Chinese Herbs

The theories behind Chinese herbal formulas were laid out more than 2,000 years ago in the Classical Chinese text, the Huang Di Nei Jing (the Yellow Emperor's Classic). Interestingly from an anthropological standpoint, some Chinese Medicine constructs are similar philosophically to the ideas ascribed to Hippocrates (the Greek physician known as the "Father of Medicine" who also lived about 2000 years ago). Numerous other Classics of Chinese Medicine followed over time, written by different physicians, each adding to the knowledge base of the Yellow Emperor's Classic.

Chinese Medicine places great emphasis on being in harmony with nature, and in the unity between body and mind. The physical body and the mind (represented by thoughts, emotions and feelings) are not separated in Chinese Medicine, and the role of emotions in the development of disease and in association with disease is clearly recognized and treated. Chinese Medicine emphasizes the prevention of disease, and the use of foods and gentle exercise to prevent and cure diseases.

Over time it was discovered that combining herbs was more effective than using them individually, and this tradition of combining herbs led to the potential of fewer side effects and greater efficacy. Over the years, formulas have been tried and tested; toxic herbs are no longer used, adverse effects have been discovered and recorded, and only the most effective and safe formulas remain in use. Unfortunately, several herbs have been more recently banned not because they caused adverse effects when used for their intended purpose, but because they were misused. In other cases, they have been banned because of newly discovered toxicities.

A commonly prescribed herbal formula is called Yu Ping Feng San, or Jade Windscreen. It was described around 1300 AD and consists of Astragali Radix (Huang Qi), Atractylodis Macrocephalae Rhizoma (Bai Zhu), and  Saposhnikoviae Radix  (Fang Feng). It is used to prevent colds and flus, to boost immunity, and also to treat viral & bacterial upper respiratory tract infections. It's anti-viral and anti-bacterial properties are found be enhanced by the combination of the herbs. None of the herbs studied alone exhibit as much effect as in combination. The formula is found to increase macrophage phagocytic activity and have anti-inflammatory effects. Interestingly it simultaneously stimulates pro-inflammatory cytokines, creating a unique modulating effect on the immune system. This formula was used very effectively in conjunction with Western pharmaceuticals in Hong Kong during the 2003 SARS outbreak. Several other formula studies have similarly found that the pharmaceutical effects and solubility of the active ingredients in the formulas is enhanced as compared to that of the single ingredients alone.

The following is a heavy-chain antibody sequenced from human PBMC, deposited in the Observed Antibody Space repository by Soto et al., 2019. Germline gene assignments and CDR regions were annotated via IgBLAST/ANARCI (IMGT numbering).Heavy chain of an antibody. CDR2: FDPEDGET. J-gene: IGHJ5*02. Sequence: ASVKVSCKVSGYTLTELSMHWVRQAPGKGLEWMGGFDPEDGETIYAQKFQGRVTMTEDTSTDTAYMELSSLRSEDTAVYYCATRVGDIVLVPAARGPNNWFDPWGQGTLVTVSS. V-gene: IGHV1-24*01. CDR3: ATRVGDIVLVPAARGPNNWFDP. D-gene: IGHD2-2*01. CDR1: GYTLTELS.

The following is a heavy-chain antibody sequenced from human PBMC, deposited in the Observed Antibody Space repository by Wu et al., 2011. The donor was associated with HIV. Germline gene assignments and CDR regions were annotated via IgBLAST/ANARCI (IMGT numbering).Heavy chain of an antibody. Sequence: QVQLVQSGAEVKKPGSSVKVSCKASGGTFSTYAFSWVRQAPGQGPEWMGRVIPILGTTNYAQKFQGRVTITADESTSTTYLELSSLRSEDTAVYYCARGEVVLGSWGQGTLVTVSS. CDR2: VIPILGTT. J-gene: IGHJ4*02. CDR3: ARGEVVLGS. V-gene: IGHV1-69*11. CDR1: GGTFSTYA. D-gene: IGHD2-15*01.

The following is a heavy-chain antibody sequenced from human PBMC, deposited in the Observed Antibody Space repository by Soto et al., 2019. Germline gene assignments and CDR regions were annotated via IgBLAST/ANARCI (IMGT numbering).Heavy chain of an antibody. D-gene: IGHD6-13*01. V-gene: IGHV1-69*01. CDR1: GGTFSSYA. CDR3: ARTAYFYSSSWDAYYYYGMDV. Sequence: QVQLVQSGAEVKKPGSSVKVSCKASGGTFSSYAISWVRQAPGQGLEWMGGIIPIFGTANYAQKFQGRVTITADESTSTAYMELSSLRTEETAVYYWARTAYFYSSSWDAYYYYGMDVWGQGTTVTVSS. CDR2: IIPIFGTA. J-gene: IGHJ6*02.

Consider this: Aspirin was the first (non-harmful) prescription drug synthesized and used beginning around 1899—about 100 years ago. Chinese herbs and formulas were described and tested by numerous physicians and used on plentiful numbers of patients who were separated by vast periods of time, and they continue to be in use today, 2,000 or more years later. The mechanisms by which the formulas work are beyond the effect of a single active ingredient or set of ingredients, and more because of the way in which the individual herbs act in combination. This is where the science and art of combining herbs into formulas comes into play. There is much interest in the active ingredients of Chinese herbs, active ingredients are known, and indeed some have been isolated and synthesized as prescription drugs.

We use herbal formulas from Kan Herb at the Chiropractic, Acupuncture and Herbal Medicine Center. Kan Herb procures, tests, manufactures and packages its products in California and adheres to the Good Manufacturing Practices (GMP) as set forth by the Food and Drug Administration (FDA) in the United States.